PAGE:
The Authenticating-Everyone Edition Thursday, September 14, 2017

Apple Explains What Exactly Happened When Face ID ‘Failed’ During iPhone X Demo, by Chance Miller, 9to5Mac

Apple explained that the demo iPhone X had been handled by several people before being setup at the demo table for Craig Federighi. Face ID had tried to authenticate the faces of everyone who handled the device, and after failing, the iPhone X moved to require a passcode. Thus, when Federighi went to demo Face ID, the iPhone X was already in passcode mode.

Face ID, Touch ID, No ID, PINs And Pragmatic Security, by Troy Hunt

More than anything though, we need to remember that Face ID introduces another security model with its own upsides and downsides on both security and usability. It's not "less secure than a PIN", it's differently secure and the trick now is in individuals choosing the auth model that's right for them.

Customers' Desires

Down On Apple's Farm With The Rest Of The Press, by Mat Honan, BuzzFeed

No other person or entity, no politician or even Hollywood franchise is so able to so fully peel away the layers of our daily reality in service to engineered desire. This is Apple's specialty. Its entire purpose is to make you pay attention to it; to make you want it. And it is very, very good at that. This was so fully on display Tuesday that it's worth examining, and understanding.

The Lessons And Questions Of The iPhone X And The iPhone 8, by Ben Thompson, Stratechery

I don’t know if Apple can segment the iPhone market; what has been shown is that they can’t, that the iPhone can only be the best, nothing less.

The Future Of Retail Is Stores That Aren’t Stores, by Joe Pinsker, The Atlantic

Retailers are, very consciously, promoting these in-store “experiences”—or at least, they are doing so at the flagship stores in big cities that they like to draw attention to. It’s a reaction to the fact that buying is now something that can be done anywhere, and that reaction can be detected in a linguistic shift. “There is no question that people are trying to get away from the use of the word store as well as mall,” says Leonard Schlesinger, a professor of management at Harvard Business School. “They are increasingly perceived as remnants of a retail world which is increasingly under siege.” Schlesinger thinks companies with physical stores will have trouble if they don’t adjust to the fact that the internet has taken away many consumers’ reasons for visiting physical locations in the first place.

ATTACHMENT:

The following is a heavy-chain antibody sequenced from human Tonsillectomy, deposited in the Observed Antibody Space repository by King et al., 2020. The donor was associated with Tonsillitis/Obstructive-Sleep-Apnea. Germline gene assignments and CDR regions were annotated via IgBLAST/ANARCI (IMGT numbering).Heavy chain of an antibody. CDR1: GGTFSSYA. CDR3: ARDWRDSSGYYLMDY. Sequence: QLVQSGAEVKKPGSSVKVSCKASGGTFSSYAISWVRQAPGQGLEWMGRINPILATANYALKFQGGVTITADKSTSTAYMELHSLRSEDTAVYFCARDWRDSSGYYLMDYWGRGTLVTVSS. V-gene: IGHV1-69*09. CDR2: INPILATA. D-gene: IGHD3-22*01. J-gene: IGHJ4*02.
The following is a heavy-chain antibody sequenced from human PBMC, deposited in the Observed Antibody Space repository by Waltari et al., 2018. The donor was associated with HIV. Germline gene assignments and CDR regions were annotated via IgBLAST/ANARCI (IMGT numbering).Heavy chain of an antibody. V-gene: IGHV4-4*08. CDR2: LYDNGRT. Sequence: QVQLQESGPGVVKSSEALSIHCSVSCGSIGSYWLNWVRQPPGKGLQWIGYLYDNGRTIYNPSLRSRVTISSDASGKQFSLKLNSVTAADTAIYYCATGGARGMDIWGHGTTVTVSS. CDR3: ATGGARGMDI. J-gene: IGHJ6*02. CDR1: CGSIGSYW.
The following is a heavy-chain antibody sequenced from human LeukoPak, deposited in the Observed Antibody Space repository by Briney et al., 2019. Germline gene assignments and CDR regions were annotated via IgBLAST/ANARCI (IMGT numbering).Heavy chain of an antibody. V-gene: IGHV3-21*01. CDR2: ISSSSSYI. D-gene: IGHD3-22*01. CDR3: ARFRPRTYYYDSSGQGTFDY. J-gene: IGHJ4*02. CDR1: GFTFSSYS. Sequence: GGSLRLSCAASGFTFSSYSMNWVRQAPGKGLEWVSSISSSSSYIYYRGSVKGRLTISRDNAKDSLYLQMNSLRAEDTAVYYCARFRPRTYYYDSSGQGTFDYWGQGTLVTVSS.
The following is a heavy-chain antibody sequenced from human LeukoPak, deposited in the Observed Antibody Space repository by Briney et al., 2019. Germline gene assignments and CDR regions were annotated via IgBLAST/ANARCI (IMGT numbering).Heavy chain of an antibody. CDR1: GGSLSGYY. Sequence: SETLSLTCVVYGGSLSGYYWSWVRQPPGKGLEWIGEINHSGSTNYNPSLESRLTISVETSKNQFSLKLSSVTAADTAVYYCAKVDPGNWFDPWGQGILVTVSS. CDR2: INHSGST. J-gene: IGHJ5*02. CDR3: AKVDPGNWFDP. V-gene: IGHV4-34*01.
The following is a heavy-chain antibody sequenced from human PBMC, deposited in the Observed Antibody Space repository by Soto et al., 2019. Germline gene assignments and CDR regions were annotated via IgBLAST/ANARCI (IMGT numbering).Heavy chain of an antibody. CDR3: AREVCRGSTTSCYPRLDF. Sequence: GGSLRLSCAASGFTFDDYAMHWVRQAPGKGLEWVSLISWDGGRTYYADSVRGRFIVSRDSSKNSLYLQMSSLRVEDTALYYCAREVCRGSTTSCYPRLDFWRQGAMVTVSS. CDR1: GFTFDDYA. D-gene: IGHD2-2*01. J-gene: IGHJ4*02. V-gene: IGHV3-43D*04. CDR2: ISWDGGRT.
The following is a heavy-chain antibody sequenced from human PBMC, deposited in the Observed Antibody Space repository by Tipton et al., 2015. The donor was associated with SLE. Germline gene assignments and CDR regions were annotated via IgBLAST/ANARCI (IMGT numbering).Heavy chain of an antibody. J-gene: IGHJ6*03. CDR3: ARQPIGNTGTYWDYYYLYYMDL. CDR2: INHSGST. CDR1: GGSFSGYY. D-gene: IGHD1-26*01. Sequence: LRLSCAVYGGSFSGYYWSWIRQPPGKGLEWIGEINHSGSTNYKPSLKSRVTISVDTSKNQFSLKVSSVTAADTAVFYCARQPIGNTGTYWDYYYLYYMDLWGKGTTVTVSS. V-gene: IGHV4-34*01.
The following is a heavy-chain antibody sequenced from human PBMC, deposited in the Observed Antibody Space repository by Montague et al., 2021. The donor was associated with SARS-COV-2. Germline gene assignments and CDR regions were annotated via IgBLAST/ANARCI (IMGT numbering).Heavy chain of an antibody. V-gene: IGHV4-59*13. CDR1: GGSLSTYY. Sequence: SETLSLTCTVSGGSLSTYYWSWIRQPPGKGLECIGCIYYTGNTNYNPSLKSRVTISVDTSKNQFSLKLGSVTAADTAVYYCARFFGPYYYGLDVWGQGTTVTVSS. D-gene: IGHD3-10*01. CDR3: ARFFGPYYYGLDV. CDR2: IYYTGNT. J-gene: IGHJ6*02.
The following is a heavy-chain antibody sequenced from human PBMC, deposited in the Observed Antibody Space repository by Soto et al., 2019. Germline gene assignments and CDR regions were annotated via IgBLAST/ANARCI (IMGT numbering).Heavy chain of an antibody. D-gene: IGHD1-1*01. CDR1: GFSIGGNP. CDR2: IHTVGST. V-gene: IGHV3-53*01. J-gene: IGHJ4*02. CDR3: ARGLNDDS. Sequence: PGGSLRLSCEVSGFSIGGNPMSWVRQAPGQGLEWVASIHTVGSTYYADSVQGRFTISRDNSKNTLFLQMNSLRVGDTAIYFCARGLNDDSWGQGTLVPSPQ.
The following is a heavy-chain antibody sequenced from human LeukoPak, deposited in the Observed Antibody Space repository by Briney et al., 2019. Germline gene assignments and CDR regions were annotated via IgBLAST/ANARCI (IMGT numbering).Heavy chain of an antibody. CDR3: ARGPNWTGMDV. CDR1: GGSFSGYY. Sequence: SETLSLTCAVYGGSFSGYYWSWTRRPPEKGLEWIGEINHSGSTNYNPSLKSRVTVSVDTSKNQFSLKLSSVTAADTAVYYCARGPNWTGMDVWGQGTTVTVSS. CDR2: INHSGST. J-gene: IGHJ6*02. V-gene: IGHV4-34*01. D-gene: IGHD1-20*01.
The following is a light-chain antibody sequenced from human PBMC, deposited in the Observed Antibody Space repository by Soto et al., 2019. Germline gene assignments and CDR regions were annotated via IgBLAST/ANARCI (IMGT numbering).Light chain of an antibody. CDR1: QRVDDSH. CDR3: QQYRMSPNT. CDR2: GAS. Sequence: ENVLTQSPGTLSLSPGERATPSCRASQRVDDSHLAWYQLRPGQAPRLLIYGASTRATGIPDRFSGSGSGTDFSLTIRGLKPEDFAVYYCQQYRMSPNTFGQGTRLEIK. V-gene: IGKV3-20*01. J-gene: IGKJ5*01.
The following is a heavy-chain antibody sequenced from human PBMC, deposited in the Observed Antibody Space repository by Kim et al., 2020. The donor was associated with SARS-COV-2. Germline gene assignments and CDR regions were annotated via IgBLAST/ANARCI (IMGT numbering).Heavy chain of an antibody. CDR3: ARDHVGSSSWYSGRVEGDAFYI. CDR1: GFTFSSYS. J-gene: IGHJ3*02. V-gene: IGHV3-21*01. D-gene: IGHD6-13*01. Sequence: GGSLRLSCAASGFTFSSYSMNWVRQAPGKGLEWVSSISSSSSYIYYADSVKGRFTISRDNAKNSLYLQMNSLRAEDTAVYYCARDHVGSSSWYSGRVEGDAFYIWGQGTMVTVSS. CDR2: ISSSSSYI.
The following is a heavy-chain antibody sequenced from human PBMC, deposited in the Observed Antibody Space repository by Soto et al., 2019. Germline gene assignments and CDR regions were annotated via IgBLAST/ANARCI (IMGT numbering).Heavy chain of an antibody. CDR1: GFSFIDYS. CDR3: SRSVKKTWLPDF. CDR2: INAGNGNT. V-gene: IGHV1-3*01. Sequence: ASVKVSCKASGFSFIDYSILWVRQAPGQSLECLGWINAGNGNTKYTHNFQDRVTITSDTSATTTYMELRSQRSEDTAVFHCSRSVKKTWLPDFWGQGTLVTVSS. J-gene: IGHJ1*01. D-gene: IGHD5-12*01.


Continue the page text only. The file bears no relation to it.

A Visit To Apple Park, by Jason Snell, Six Colors

The fact is, the Steve Jobs Theater and the entire Apple Park campus are Apple products. Of course they look like Apple Stores. Of course they have custom-designed stone staircases and beautiful wood furniture. When you’re a company that has built its entire identity around design and style, from hardware to software to the contents of retail stores, it’s awfully hard to just build a glass office tower and call it a day. If you’ve ever imagined what an Apple Store would look like if it sprawled over 175 acres, well, it’s called Apple Park.

Welcome To The Steve Jobs Theater, by John Gruber, Daring Fireball

The hands-on area looked beautiful, and the retractable wall is a nifty architectural trick. It looks like the wall is supposed to be there when the area is closed, and looks like there couldn’t be a wall there when the area is open. Several Apple employees I spoke with were particularly proud of the hands-on area. “Isn’t the hands-on area beautiful?” was an ice-breaking question I was asked in several conversations. Indisputably, the answer is yes. It’s beautiful. But from a practical standpoint it was the worst hands-on area I’ve seen at an Apple event. It was incredibly crowded, and nearly impossible to get your hands on any of the new iPhones, especially the iPhone X. There were way, way too few units available for the number of guests. An hour after the show had ended, the crowds were still three-deep around the sample tables. As a hands-on area after a major product introduction, this room fails the “design is how it works” test.